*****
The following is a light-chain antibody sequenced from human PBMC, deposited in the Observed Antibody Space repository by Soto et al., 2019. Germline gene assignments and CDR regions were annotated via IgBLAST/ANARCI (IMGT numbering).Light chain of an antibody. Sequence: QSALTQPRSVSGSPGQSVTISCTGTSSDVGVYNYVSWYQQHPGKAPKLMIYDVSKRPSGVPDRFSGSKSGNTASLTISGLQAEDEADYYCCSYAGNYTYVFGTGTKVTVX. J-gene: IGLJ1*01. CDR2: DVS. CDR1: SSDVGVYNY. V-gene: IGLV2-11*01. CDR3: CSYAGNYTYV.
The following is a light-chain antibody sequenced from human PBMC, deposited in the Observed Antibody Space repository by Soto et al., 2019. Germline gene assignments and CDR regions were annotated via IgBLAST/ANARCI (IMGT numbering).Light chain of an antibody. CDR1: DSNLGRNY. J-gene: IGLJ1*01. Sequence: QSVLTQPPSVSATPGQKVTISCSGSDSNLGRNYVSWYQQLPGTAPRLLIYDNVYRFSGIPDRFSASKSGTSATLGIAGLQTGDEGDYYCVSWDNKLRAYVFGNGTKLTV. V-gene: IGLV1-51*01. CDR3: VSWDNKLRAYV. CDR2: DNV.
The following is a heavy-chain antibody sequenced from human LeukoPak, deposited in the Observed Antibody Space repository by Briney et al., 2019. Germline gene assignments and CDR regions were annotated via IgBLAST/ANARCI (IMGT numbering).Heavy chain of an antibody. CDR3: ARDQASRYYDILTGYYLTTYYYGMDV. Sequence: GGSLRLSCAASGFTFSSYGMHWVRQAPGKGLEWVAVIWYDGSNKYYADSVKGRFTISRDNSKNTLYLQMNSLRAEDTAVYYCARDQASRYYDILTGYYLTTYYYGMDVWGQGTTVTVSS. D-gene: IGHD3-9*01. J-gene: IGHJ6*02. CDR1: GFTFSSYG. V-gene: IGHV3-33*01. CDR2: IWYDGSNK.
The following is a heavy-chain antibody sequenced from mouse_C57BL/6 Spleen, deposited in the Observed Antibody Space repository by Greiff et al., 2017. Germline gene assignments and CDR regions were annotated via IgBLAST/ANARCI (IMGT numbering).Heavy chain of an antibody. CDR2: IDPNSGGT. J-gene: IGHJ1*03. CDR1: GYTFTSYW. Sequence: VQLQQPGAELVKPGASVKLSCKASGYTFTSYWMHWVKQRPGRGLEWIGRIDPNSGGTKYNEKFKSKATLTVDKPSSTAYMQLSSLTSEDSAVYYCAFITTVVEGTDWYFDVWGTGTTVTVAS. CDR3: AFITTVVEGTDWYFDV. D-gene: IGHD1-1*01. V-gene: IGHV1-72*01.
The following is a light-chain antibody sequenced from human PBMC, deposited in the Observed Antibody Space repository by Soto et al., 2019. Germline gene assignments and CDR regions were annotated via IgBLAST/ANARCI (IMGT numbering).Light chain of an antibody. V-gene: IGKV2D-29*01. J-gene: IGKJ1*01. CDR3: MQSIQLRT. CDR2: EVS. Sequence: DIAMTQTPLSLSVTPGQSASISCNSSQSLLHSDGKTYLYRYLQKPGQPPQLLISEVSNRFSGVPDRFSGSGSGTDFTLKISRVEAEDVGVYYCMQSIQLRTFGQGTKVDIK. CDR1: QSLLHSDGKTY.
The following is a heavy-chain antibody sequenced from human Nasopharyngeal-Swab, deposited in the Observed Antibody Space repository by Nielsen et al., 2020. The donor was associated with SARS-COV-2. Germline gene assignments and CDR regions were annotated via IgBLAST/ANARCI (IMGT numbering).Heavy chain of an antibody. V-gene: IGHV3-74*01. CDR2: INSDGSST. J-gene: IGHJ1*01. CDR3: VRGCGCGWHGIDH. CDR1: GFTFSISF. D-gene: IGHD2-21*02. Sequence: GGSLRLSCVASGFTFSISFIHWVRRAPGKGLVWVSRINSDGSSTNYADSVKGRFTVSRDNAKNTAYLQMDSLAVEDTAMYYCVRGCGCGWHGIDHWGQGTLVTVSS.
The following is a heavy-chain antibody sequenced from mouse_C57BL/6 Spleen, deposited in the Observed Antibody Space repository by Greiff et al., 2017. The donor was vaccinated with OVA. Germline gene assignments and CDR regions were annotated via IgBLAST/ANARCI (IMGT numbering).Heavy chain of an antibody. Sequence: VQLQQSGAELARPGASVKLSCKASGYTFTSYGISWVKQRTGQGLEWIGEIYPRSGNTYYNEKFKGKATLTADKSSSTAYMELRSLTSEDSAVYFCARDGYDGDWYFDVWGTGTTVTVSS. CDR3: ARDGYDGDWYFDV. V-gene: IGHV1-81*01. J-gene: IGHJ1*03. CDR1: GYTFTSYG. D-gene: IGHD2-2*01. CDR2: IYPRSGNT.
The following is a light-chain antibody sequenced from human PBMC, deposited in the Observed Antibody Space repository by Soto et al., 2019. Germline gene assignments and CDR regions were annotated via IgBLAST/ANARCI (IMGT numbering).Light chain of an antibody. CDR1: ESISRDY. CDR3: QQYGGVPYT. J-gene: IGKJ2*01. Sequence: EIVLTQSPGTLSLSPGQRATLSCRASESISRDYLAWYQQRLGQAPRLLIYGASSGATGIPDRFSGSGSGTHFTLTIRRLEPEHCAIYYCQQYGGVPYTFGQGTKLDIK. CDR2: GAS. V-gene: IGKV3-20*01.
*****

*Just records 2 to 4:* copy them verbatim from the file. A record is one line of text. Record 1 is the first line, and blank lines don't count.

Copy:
The following is a light-chain antibody sequenced from human PBMC, deposited in the Observed Antibody Space repository by Soto et al., 2019. Germline gene assignments and CDR regions were annotated via IgBLAST/ANARCI (IMGT numbering).Light chain of an antibody. CDR1: DSNLGRNY. J-gene: IGLJ1*01. Sequence: QSVLTQPPSVSATPGQKVTISCSGSDSNLGRNYVSWYQQLPGTAPRLLIYDNVYRFSGIPDRFSASKSGTSATLGIAGLQTGDEGDYYCVSWDNKLRAYVFGNGTKLTV. V-gene: IGLV1-51*01. CDR3: VSWDNKLRAYV. CDR2: DNV.
The following is a heavy-chain antibody sequenced from human LeukoPak, deposited in the Observed Antibody Space repository by Briney et al., 2019. Germline gene assignments and CDR regions were annotated via IgBLAST/ANARCI (IMGT numbering).Heavy chain of an antibody. CDR3: ARDQASRYYDILTGYYLTTYYYGMDV. Sequence: GGSLRLSCAASGFTFSSYGMHWVRQAPGKGLEWVAVIWYDGSNKYYADSVKGRFTISRDNSKNTLYLQMNSLRAEDTAVYYCARDQASRYYDILTGYYLTTYYYGMDVWGQGTTVTVSS. D-gene: IGHD3-9*01. J-gene: IGHJ6*02. CDR1: GFTFSSYG. V-gene: IGHV3-33*01. CDR2: IWYDGSNK.
The following is a heavy-chain antibody sequenced from mouse_C57BL/6 Spleen, deposited in the Observed Antibody Space repository by Greiff et al., 2017. Germline gene assignments and CDR regions were annotated via IgBLAST/ANARCI (IMGT numbering).Heavy chain of an antibody. CDR2: IDPNSGGT. J-gene: IGHJ1*03. CDR1: GYTFTSYW. Sequence: VQLQQPGAELVKPGASVKLSCKASGYTFTSYWMHWVKQRPGRGLEWIGRIDPNSGGTKYNEKFKSKATLTVDKPSSTAYMQLSSLTSEDSAVYYCAFITTVVEGTDWYFDVWGTGTTVTVAS. CDR3: AFITTVVEGTDWYFDV. D-gene: IGHD1-1*01. V-gene: IGHV1-72*01.